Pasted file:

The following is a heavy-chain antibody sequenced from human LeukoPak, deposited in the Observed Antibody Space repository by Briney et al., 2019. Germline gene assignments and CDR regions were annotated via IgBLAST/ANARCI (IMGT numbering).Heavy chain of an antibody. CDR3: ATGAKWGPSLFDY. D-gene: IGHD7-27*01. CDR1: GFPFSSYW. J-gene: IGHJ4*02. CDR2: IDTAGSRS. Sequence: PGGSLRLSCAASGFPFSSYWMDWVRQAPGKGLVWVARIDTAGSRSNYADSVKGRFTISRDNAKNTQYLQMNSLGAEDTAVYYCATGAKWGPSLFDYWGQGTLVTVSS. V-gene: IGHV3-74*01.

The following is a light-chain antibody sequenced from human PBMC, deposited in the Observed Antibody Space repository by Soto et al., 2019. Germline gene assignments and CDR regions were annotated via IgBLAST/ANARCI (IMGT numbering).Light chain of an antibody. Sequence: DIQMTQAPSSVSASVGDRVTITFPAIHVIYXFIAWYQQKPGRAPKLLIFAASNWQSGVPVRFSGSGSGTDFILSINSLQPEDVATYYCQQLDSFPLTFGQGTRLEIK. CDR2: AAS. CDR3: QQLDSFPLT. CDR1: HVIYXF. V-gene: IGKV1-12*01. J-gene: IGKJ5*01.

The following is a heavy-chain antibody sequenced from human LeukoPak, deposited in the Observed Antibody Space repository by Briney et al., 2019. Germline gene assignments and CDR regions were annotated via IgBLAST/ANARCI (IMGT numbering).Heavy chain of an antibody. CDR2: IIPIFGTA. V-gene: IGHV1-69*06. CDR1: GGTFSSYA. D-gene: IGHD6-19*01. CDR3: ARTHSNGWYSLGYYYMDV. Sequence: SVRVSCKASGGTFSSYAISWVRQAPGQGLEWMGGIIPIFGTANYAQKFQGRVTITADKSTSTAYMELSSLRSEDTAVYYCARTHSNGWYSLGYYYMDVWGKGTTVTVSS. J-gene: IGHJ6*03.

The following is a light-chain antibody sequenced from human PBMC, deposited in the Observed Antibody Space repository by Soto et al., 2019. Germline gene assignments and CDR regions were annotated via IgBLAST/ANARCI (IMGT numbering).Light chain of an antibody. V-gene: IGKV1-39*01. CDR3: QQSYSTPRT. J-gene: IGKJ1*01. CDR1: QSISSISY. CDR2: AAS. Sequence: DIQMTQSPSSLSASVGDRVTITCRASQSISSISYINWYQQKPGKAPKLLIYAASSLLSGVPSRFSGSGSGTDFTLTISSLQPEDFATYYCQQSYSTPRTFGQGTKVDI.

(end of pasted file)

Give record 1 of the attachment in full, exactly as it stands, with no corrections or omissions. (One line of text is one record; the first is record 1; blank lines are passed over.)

The following is a heavy-chain antibody sequenced from human LeukoPak, deposited in the Observed Antibody Space repository by Briney et al., 2019. Germline gene assignments and CDR regions were annotated via IgBLAST/ANARCI (IMGT numbering).Heavy chain of an antibody. CDR3: ATGAKWGPSLFDY. D-gene: IGHD7-27*01. CDR1: GFPFSSYW. J-gene: IGHJ4*02. CDR2: IDTAGSRS. Sequence: PGGSLRLSCAASGFPFSSYWMDWVRQAPGKGLVWVARIDTAGSRSNYADSVKGRFTISRDNAKNTQYLQMNSLGAEDTAVYYCATGAKWGPSLFDYWGQGTLVTVSS. V-gene: IGHV3-74*01.